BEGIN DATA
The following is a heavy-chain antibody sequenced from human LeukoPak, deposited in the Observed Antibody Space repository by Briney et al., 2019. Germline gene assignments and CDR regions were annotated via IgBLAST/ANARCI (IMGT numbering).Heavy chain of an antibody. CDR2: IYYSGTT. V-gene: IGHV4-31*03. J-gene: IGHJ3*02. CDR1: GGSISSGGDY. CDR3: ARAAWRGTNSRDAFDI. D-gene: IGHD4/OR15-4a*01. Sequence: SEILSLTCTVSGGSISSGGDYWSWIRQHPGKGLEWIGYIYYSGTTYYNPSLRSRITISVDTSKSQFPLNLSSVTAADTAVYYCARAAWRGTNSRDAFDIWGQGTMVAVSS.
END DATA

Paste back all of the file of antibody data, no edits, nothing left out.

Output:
The following is a heavy-chain antibody sequenced from human LeukoPak, deposited in the Observed Antibody Space repository by Briney et al., 2019. Germline gene assignments and CDR regions were annotated via IgBLAST/ANARCI (IMGT numbering).Heavy chain of an antibody. CDR2: IYYSGTT. V-gene: IGHV4-31*03. J-gene: IGHJ3*02. CDR1: GGSISSGGDY. CDR3: ARAAWRGTNSRDAFDI. D-gene: IGHD4/OR15-4a*01. Sequence: SEILSLTCTVSGGSISSGGDYWSWIRQHPGKGLEWIGYIYYSGTTYYNPSLRSRITISVDTSKSQFPLNLSSVTAADTAVYYCARAAWRGTNSRDAFDIWGQGTMVAVSS.